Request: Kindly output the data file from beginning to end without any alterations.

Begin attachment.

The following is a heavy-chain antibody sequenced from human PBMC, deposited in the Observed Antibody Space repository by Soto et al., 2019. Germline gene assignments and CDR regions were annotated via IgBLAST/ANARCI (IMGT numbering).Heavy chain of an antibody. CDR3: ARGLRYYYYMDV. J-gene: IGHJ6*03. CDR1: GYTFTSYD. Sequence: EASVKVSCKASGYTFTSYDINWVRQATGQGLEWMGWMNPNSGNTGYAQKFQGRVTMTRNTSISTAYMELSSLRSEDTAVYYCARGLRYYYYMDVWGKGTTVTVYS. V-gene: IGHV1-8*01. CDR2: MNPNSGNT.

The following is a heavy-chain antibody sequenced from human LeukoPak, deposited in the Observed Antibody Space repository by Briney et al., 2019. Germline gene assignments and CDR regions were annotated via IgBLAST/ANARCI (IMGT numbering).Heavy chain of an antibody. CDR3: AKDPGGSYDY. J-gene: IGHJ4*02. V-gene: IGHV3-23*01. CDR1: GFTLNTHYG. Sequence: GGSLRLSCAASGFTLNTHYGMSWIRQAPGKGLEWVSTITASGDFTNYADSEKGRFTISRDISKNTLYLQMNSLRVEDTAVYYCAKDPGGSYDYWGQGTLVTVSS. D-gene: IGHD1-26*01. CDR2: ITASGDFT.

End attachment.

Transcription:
The following is a heavy-chain antibody sequenced from human PBMC, deposited in the Observed Antibody Space repository by Soto et al., 2019. Germline gene assignments and CDR regions were annotated via IgBLAST/ANARCI (IMGT numbering).Heavy chain of an antibody. CDR3: ARGLRYYYYMDV. J-gene: IGHJ6*03. CDR1: GYTFTSYD. Sequence: EASVKVSCKASGYTFTSYDINWVRQATGQGLEWMGWMNPNSGNTGYAQKFQGRVTMTRNTSISTAYMELSSLRSEDTAVYYCARGLRYYYYMDVWGKGTTVTVYS. V-gene: IGHV1-8*01. CDR2: MNPNSGNT.

The following is a heavy-chain antibody sequenced from human LeukoPak, deposited in the Observed Antibody Space repository by Briney et al., 2019. Germline gene assignments and CDR regions were annotated via IgBLAST/ANARCI (IMGT numbering).Heavy chain of an antibody. CDR3: AKDPGGSYDY. J-gene: IGHJ4*02. V-gene: IGHV3-23*01. CDR1: GFTLNTHYG. Sequence: GGSLRLSCAASGFTLNTHYGMSWIRQAPGKGLEWVSTITASGDFTNYADSEKGRFTISRDISKNTLYLQMNSLRVEDTAVYYCAKDPGGSYDYWGQGTLVTVSS. D-gene: IGHD1-26*01. CDR2: ITASGDFT.